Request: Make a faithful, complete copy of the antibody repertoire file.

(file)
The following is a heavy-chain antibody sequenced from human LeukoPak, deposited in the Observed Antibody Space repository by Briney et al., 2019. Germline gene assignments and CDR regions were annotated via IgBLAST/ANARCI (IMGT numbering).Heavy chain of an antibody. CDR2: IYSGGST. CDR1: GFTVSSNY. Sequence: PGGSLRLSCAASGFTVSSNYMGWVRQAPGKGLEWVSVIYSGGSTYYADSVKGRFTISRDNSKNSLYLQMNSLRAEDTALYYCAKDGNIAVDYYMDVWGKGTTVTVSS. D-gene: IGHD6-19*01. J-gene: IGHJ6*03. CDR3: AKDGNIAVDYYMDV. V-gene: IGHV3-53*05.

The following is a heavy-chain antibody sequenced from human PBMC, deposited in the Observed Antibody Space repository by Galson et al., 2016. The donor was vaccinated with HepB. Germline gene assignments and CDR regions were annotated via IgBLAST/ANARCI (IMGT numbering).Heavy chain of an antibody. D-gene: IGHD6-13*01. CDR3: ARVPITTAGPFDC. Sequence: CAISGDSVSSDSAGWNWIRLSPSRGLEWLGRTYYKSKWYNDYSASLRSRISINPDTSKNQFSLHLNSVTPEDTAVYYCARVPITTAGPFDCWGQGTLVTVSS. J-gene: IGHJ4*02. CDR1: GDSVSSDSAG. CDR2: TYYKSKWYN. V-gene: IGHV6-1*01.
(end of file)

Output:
The following is a heavy-chain antibody sequenced from human LeukoPak, deposited in the Observed Antibody Space repository by Briney et al., 2019. Germline gene assignments and CDR regions were annotated via IgBLAST/ANARCI (IMGT numbering).Heavy chain of an antibody. CDR2: IYSGGST. CDR1: GFTVSSNY. Sequence: PGGSLRLSCAASGFTVSSNYMGWVRQAPGKGLEWVSVIYSGGSTYYADSVKGRFTISRDNSKNSLYLQMNSLRAEDTALYYCAKDGNIAVDYYMDVWGKGTTVTVSS. D-gene: IGHD6-19*01. J-gene: IGHJ6*03. CDR3: AKDGNIAVDYYMDV. V-gene: IGHV3-53*05.

The following is a heavy-chain antibody sequenced from human PBMC, deposited in the Observed Antibody Space repository by Galson et al., 2016. The donor was vaccinated with HepB. Germline gene assignments and CDR regions were annotated via IgBLAST/ANARCI (IMGT numbering).Heavy chain of an antibody. D-gene: IGHD6-13*01. CDR3: ARVPITTAGPFDC. Sequence: CAISGDSVSSDSAGWNWIRLSPSRGLEWLGRTYYKSKWYNDYSASLRSRISINPDTSKNQFSLHLNSVTPEDTAVYYCARVPITTAGPFDCWGQGTLVTVSS. J-gene: IGHJ4*02. CDR1: GDSVSSDSAG. CDR2: TYYKSKWYN. V-gene: IGHV6-1*01.